Galrahn has a brief discussion of what the UN resolution means; China and Russia have committed, in word if not yet in action, to a regime which allows the interception and inspection of North Korean ships carrying prohibited weapons. As the resolution bars North Korea from exporting any arms at all (and from importing most arms), this is fairly wide-ranging authority. Even if China and Russia aren’t fully on board with implementation, the resolution makes any effort to export very risky for the North Koreans.
All of this seems to me to be the right way to go. It’s fair enough to suggest that we should tread lightly where North Korea is concerned, but that doesn’t obviate the international community of the responsibility to establish boundaries of appropriate conduct. North Korean breaches of these lines have made China, Russia, and South Korea willing to engage in more assertive diplomatic action than they had previously been prepared for. If additional tests are simply a negotiating tactic on the part of the North Koreans, then additional UN sanctions are the diplomatic counter-tactic of the US, Russia, China, and South Korea. I’m not too worried about additional North Korean nuclear tests (each test expends plutonium while unifying the international community), but the concern is that the next negotiating tactic the North Koreans will employ will involve military skirmishes along the DMZ, or near offshore islands.
I’m sure that the Chinese just arrived independently at the idea of having a folding-wing version of the Su-27:
Russia is eyeing China following media reports that an unlicensed variant of the Sukhoi Su-33 carrier-borne multirole fighter has been developed. Sukhoi officials are “closely monitoring that situation but have not said any official position yet,” said Sukhoi spokesman Aleksey Poveshchenko.
Ever since Beijing announced plans earlier this year to build its first aircraft carrier, speculation has been rampant over how the People’s Liberation Army Navy would acquire carrier-borne fighters. Sukhoi’s Su-33, with its folding wings, is the only choice because of the U.S. and European arms embargo to China.
Russian officials, who say China is already illegally copying their Su-27SK fighter jet, have halted negotiations to sell the Su-33. Beijing has not confirmed that it is working on a clone of the Su-27SK – dubbed Flanker by NATO.
“China will not acknowledge to the Russians that these are copies,” said Andrei Chang, a China military analyst at Kanway Information Center. “They say it is an independent domestic production designed solely by themselves.”
China owns an Su-33 prototype, which it obtained from the Ukrainian Research Test and Flying Training Center at Nitka, Chang said.
There’s a lot going on here. For one, it indicates that China’s IP policy remains ad hoc; the PRC will respect IP rights when it is bribed sufficiently to do so, or when it fears retaliation. On this second point, it seems that the Chinese do not fear Russian retaliation, given that they have also been accused of stealing Russian submarine designs. I’m guessing that the Chinese anticipate that in the future purchasing advanced weapon systems from Russia will no longer be a preferred option, in no small part because the next generation of Chinese designs will be more capable than the next generation of Russian.
There are also some interesting IR theory puzzles here. By a standard crude realist account, the Chinese shouldn’t care a whit for Russian licensing rights. By a somewhat more sophisticated realist account, the Chinese leadership will abide by international intellectual property norms to the extent that such norms benefit China. In this account, the PRC would be willing to forego short term gains from IP defection in defense of the larger structure of international IP law if China benefitted sufficiently from that structure. I think that we’re moving in that direction; I suspect that the PRC will become a beneficiary of strict IP interpretation in the short to medium term, if it isn’t already.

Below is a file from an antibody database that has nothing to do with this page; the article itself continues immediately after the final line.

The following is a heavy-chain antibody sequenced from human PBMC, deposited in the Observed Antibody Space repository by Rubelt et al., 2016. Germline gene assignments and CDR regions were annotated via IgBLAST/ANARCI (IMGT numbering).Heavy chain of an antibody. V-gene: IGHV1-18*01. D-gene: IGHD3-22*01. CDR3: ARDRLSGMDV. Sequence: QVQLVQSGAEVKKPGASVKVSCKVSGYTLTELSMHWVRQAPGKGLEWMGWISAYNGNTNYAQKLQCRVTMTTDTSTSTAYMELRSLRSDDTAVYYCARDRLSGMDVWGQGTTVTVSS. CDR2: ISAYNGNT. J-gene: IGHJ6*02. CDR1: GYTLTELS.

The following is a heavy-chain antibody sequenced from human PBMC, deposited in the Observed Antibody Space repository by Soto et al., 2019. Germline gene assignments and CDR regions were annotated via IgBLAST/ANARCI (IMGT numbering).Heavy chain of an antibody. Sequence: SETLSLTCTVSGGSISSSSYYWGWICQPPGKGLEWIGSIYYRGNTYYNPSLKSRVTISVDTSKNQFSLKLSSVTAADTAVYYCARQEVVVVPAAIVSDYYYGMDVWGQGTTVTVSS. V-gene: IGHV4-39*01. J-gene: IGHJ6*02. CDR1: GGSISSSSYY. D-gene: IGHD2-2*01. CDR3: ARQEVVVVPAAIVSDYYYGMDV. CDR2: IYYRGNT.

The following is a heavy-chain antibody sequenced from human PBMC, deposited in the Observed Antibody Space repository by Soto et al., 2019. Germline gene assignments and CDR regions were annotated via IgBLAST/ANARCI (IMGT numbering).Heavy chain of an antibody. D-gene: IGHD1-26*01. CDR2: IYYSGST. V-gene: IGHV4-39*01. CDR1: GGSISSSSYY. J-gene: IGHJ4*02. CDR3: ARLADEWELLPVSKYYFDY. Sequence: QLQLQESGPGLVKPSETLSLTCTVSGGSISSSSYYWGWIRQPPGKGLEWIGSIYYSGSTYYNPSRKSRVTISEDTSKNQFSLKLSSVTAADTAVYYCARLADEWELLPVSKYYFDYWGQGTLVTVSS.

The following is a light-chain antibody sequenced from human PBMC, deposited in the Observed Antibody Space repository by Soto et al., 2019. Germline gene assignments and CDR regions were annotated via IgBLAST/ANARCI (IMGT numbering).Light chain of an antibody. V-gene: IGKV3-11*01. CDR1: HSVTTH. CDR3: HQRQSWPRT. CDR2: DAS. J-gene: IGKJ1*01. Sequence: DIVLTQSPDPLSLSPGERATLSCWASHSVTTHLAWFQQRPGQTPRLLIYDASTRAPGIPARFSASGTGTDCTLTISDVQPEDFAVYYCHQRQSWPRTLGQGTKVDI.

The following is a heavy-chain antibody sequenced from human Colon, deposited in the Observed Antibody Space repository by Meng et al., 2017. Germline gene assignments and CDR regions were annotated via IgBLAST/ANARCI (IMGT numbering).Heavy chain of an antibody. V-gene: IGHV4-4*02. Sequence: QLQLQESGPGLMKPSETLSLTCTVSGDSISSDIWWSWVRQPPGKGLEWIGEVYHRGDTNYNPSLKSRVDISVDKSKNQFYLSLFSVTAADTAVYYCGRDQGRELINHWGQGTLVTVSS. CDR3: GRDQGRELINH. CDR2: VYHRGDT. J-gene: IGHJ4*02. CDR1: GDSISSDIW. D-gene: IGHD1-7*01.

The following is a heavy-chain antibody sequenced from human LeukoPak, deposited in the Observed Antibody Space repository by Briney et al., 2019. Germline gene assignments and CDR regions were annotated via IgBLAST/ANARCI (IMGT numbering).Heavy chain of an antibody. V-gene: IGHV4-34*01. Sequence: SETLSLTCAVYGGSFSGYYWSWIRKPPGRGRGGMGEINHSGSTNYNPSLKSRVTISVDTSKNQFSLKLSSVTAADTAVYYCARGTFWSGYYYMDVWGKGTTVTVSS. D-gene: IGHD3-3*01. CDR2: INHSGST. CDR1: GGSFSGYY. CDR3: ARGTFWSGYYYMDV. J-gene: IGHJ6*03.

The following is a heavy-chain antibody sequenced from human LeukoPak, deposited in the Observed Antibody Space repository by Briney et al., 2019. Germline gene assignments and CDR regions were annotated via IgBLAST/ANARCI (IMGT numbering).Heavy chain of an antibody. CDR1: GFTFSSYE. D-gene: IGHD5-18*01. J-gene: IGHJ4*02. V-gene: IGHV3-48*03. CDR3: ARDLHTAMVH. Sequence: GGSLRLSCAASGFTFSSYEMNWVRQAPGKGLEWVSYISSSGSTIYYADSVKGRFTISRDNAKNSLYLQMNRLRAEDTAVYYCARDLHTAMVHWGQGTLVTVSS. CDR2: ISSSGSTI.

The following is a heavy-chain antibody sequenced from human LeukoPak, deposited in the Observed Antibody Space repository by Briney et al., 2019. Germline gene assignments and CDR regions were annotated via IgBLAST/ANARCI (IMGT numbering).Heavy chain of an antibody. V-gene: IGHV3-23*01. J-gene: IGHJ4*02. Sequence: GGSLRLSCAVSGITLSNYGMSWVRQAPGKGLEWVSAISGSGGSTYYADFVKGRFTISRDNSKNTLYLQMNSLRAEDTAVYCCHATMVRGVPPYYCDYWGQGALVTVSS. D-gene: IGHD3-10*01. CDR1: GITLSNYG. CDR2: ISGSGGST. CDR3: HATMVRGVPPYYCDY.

In this case, I think you could argue that the Chinese simply don’t see much of a downside from violating Russian IP rights. First, Russia is not considered to be an ideal IP citizen, and so there’s less downside to violating Russian IP rights than to violating French or American. Chinese behavior towards Russia isn’t necessarily understood to be predictive of Chinese behavior towards anyone else. Second, apart from weapons Chinese trade with Russia doesn’t seem to heavily involve the kinds of goods that are dependent on a strict IP regime, although that could change as the mix of Chinese exports increases. Finally, most realists would argue that legal concerns would have the lowest weight in the security sphere; in a straight up cost-benefit calculation, paying the Russians a license fee for the Su-33 just doesn’t pay off, so to speak.
Two final thoughts; there are a myriad of reasons why the Chinese aren’t copying F/A-18s or Rafale’s, but I’m guessing that the PRC would be much more nervous about violating French or US law than Russian, even if they had the capability to build such aicraft. Second, in 10-15 years I suspect that the Chinese are going to become vigorous, assertive enforcers of defense related intellectual property, even as the unlicensed Su-33s start flying off the first Chinese aircraft carriers.
In the fabulous piracy-oriented South Park of two weeks ago, a French yacht surrenders to Fatbeard the Pirate without a shot being fired. When someone brings the issue up at the UN, a bureaucrat explains “Being French, they surrendered immediately.” This brought some thoughts of mine on piracy and reputation into focus. The French have responded to piracy more aggressively than anyone, taking the early initiative on pursuing pirates onto land, and on launching rescue operations. In spite of this, at least in the world of Matt Stone and Trey Parker, the French continue to have a reputation for irresolution. Indeed, they amount to the stand-in for an irresolute Western response to Somali piracy.